Even if you could do that, it wouldn’t work as well as the dynamic or recompiled versions because the optimiser can’t sniff the value of variables and tends to make bad guesses about cardinality

    See – http://sqlinthewild.co.za/index.php/2008/05/22/parameter-sniffing-pt-2/

  7. A very good post Gail. Thanks..

  8. How does COALESCE(@Qty, Quantity) = Quantity perform?

  9. Considering that a COALESCE is treated internally as a CASE statement, probably the same as the case statement. I’ll test it and the ISNULL option and post a followup later this week.

  10. I’m confused. In the article it states:

    Note that there’s no SQL injection vulnerability in this. The parameters are never concatenated into the string

    But, looking at the code in the window, they are concatenated. What did I miss?

  11. Gail,

    I’ve done the exact same thing – just a little different.

    SET @sSQL = ‘SELECT ProductID, ReferenceOrderID, TransactionType, Quantity, TransactionDate, ActualCost
    from Production.TransactionHistory
    WHERE 1 = 1 ‘

    IF @Product is null
    SET @P1 = ”
    ELSE
    SET @P1 = ‘AND ProductID = @_Product ‘
    .
    .
    .
    IF @Qty IS NULL
    SET @P4 = ”
    ELSE
    SET @P4 = ‘AND Quantity = @_Qty ‘

    SET @SQL = @sSQL + @P1 + @P2 + @P3 + @P4

    What is the cost of the reassignment of the strings each time in your scenario? Is it negligible?

    Doug

  12. Dan: Where?
    The parameters that were passed to the function were never concatenated into the string. There’s no piece of code that looks like this

    SET @Where = @Where + ‘AND TransactionType =”’ + @_TransactionType + ””

    That’s concatenating the value of the parameter into the string and that’s what makes a piece of dynamic code vulnerable to injection.

    What I have done is set up variables within the SQL string (that’s what the @_Qty and the others are) and then passed them values at execution time using sp_executesql.

  13. Of course indexes don’t work on dynamic “where” clause, whatever you use, COALESCE, CASE, IS NULL, etc. And dynamic “where” clause is not always bad or always good. Just do smart job, check you parameters before run query. If you have some parameters on indexed column run them first and run other on subsequent. This is not some magic; it always depends on every case.

  14. Alex, could you explain in more detail please? I’m not sure I fully understand what you’re suggesting.

  15. Gail,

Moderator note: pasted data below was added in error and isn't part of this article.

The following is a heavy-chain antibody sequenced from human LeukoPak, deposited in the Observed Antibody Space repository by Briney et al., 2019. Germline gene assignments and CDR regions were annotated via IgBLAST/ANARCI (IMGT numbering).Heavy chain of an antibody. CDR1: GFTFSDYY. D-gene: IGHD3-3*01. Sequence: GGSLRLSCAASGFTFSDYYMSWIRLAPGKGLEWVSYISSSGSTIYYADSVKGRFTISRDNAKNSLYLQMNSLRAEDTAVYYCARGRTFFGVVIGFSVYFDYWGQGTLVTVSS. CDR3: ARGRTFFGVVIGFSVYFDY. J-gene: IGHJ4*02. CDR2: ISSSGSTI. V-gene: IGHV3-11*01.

Good article – this is a common situation at my current employer, usually going unnoticed until the inappropriate plan results in a 1,000-fold increase in the execution cost.
    The usual defense here is to keeep the original proc as a wrapper for variations of the original, where the variations deal with specific more targetted combinations of meaningful parameters. Of course it’s impractical to do this for every possible combination of (say) 10 possible parameters. It’s usually enough to write purpose-specific procs to avoid the major plan inefficiencies, and have the other (less diabolical) combinations fall back to the catch-all query.

  16. As I sad it is really depend on every case, but usually, on big tables it is better to run as much better plan as you can get first and save result to some where, on temporary table for example, and after run what ever left on that result. I hope my explanation clear, English not my first language.

  17. Alex: Yup, I think I understand you. Use some of the filters first, save to a temp table and then filter further.
    Can you maybe give a short code example (on made up tables, or the Adventureworks tables) as I would like to do a followon post with some timings on various options.

  18. Hi Gail.
    This is an intersting topic and I run some tests myself to see how this works and got puzzled by one thing.

    There is an index on ProductID in the Production.TransactionHistory table.
    However I can not figure out why the server is not using it even if the query is as plain as this one
    SELECT ProductID, ReferenceOrderID, TransactionType, Quantity, TransactionDate, ActualCost
    from Production.TransactionHistory
    WHERE ProductID = 331
    It uses Clustered Index Scan

    But if I create a new index on Quantity and run this
    SELECT ProductID, ReferenceOrderID, TransactionType, Quantity, TransactionDate, ActualCost
    from Production.TransactionHistory